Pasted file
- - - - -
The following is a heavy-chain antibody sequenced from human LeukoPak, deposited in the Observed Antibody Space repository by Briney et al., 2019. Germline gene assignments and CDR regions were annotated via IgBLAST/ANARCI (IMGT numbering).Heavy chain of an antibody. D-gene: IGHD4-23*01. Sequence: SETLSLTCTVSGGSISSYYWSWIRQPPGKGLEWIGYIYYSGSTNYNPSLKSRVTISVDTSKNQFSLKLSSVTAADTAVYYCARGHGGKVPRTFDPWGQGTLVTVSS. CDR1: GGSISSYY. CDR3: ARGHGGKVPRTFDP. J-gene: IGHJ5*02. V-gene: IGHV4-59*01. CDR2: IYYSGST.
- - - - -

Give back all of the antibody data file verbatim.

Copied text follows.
The following is a heavy-chain antibody sequenced from human LeukoPak, deposited in the Observed Antibody Space repository by Briney et al., 2019. Germline gene assignments and CDR regions were annotated via IgBLAST/ANARCI (IMGT numbering).Heavy chain of an antibody. D-gene: IGHD4-23*01. Sequence: SETLSLTCTVSGGSISSYYWSWIRQPPGKGLEWIGYIYYSGSTNYNPSLKSRVTISVDTSKNQFSLKLSSVTAADTAVYYCARGHGGKVPRTFDPWGQGTLVTVSS. CDR1: GGSISSYY. CDR3: ARGHGGKVPRTFDP. J-gene: IGHJ5*02. V-gene: IGHV4-59*01. CDR2: IYYSGST.